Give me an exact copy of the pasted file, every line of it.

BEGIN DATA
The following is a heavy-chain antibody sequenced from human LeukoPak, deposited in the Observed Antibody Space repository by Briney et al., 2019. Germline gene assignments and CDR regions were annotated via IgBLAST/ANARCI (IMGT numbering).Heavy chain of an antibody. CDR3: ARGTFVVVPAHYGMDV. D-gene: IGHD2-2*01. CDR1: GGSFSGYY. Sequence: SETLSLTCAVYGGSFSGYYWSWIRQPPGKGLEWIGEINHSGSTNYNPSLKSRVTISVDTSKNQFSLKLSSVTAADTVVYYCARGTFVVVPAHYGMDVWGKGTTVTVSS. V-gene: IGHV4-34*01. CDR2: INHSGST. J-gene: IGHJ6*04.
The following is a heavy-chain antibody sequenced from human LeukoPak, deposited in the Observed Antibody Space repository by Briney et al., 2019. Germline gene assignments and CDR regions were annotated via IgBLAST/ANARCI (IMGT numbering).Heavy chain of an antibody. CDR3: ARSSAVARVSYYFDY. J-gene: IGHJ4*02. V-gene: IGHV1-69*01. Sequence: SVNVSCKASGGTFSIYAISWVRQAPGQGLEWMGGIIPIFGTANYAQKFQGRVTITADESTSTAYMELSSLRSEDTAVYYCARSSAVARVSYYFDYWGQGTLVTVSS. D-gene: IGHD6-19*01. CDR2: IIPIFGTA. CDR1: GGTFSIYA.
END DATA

The following is a heavy-chain antibody sequenced from human LeukoPak, deposited in the Observed Antibody Space repository by Briney et al., 2019. Germline gene assignments and CDR regions were annotated via IgBLAST/ANARCI (IMGT numbering).Heavy chain of an antibody. CDR3: ARGTFVVVPAHYGMDV. D-gene: IGHD2-2*01. CDR1: GGSFSGYY. Sequence: SETLSLTCAVYGGSFSGYYWSWIRQPPGKGLEWIGEINHSGSTNYNPSLKSRVTISVDTSKNQFSLKLSSVTAADTVVYYCARGTFVVVPAHYGMDVWGKGTTVTVSS. V-gene: IGHV4-34*01. CDR2: INHSGST. J-gene: IGHJ6*04.
The following is a heavy-chain antibody sequenced from human LeukoPak, deposited in the Observed Antibody Space repository by Briney et al., 2019. Germline gene assignments and CDR regions were annotated via IgBLAST/ANARCI (IMGT numbering).Heavy chain of an antibody. CDR3: ARSSAVARVSYYFDY. J-gene: IGHJ4*02. V-gene: IGHV1-69*01. Sequence: SVNVSCKASGGTFSIYAISWVRQAPGQGLEWMGGIIPIFGTANYAQKFQGRVTITADESTSTAYMELSSLRSEDTAVYYCARSSAVARVSYYFDYWGQGTLVTVSS. D-gene: IGHD6-19*01. CDR2: IIPIFGTA. CDR1: GGTFSIYA.